The Marin Conservation League (MCL) holds an annual Walk into (Conservation) History and this year the location was China Camp State Park. The guided hike, led by Nona Dennis, Kathy Cuneo, Louise Kanter Lipsey and members of Friends of China Camp, highlighted the history of saving China Camp from development back in the 1970s and the need to . China Camp is because of deep cuts in the budget of the Department of Parks & Recreation. Judging from the turnout for the hike, the community is determined to prevent this from happening.
The hike began at the parking lot for the Back Ranch Meadows Campground, with introductory remarks by Nona Dennis, vice president of MCL. Dennis then introduced Kathy Cuneo, Ph. D., a botanist who talked about the plant and animal communities that can be found at China Camp. The next speaker was Yvonne Brown of Friends of China Camp, an organization that has raised $180,000 of its $250,000 goal to date in an effort to save China Camp from closure.
Brown talked about the history of China Camp and the origins of the Chinese shrimp fishing camps that once lined the shores of San Pablo Bay. She explained how the shrimp fishing industry faded in the early 20th century and most Chinese people left these isolated villages. Frank Quan is the last remaining resident of China Camp Village, and although his tenancy is guaranteed in the state park's General Plan, it is uncertain what will happen to him if the park should close.
We then started to hike on the Shoreline Trail, with Kathy pointing out plants and trees, wildflowers, and wildlife. With a group of about 40 people, there were many eyes and ears available to find unusual features, including a scorpion that was crawling through the fallen leaves scattered by the trail. As we walked through the serene forest of oak, bay laurel, madrone, and manzanita, the gobbling of wild turkeys rang out across the hills. We followed the trail for about a mile, finding the forest floor covered in a lush mat of woodland strawberry while the hillsides above were bursting into color with the first deep red blossoms of Indian Warriors.
We came out of the forest and into open meadows, with the bay coming into view again, along with the vast salt marshes that surround Turtle Back Hill. Here we stopped for another talk, this one about the political developments that led to the creation of China Camp State Park. Louise Kanter Lipsey provided some fascinating insights into how the park was saved from development in the early 1970s, when Gulf Oil wanted to build a massive development on the site. The plans called for large commercial areas that covered much of the San Pedro Peninsula, along with light industry, high-rise condos, and an estimated population of 30,000.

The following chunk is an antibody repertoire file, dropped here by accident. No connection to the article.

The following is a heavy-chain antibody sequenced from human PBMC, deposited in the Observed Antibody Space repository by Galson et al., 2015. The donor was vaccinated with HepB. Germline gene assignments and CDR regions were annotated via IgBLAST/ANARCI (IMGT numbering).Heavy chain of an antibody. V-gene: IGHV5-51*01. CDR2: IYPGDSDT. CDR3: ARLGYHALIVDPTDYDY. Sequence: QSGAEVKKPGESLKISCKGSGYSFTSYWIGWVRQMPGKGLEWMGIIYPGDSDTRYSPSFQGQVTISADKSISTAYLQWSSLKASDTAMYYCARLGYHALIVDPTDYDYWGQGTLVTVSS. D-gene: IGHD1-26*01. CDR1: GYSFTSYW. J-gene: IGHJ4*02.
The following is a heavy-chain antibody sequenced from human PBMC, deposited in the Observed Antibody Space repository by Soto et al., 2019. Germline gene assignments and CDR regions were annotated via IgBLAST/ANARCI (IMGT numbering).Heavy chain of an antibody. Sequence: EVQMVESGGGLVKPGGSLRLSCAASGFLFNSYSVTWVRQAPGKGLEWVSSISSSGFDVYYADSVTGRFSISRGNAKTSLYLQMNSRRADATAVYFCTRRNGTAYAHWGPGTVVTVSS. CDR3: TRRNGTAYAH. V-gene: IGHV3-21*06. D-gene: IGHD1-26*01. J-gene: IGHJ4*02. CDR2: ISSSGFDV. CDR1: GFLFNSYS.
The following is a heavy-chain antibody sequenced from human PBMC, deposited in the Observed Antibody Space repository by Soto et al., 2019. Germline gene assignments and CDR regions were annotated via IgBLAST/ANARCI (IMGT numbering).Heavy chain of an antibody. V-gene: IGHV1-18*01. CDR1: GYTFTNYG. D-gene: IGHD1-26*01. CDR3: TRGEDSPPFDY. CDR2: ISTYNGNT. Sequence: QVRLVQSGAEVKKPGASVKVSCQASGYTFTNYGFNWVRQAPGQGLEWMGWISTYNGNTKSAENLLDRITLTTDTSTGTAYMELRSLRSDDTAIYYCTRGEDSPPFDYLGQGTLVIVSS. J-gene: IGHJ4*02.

Louise enlisted the help of some of her Peacock Gap neighbors and formed Save San Pedro Peninsula in 1972. With the help of a man named Bob Young, a volunteer with the MCL, an Environmental Impact Report was prepared, which caused an explosive scene at a meeting of the San Rafael Citizens Open Space Committee. After Bob spent several months walking and exploring every inch of the San Pedro Peninsula and prepared a detailed EIR, the committee took issue with the fact that this was done without their authorization. The EIR was ultimately endorsed by the committee, which got the attention of the Marin County Board of Supervisors. The wheels were in motion for the land to be preserved and a state park created. Bob Young, who played such a pivotal role in this process, has seemingly disappeared in the intervening years.
We then crossed North San Pedro Road and continued the hike on the Turtle Back Hill Nature Trail. This 0.75 mile trail forms a loop around the peninsula of Turtle Back Hill, a unique ecological “island” that is almost entirely surrounded by the salt marshes of San Pablo Bay. The wildflowers were out in force, with blue-eyed grass, pearly everlasting, California poppies, checkerbloom, Ithuriel’s spear, and sticky monkey flower forming a rich palette of California natives that lined the trail. We stopped for another talk at the halfway point, overlooking Jake’s Island and the salt marshes. Kathy provided us with background about the role of the salt marshes in the ecological process and their importance in maintaining the health of the Bay.
We finished the hike after making the complete loop around Turtle Back Hill. Ernest Chung, Chairman of the Friends of China Camp, addressed the group at this point, filling us in on the progress being made to keep the state park open. Friends of China Camp has submitted a proposal to the state to become the operator of the park after July 1, the scheduled closure date. The group's fundraising progress so far, the turnout on this hike and the enthusiasm of the participants are good indications of the strong community support to preserve this very significant part of Bay Area history, culture, and natural environment.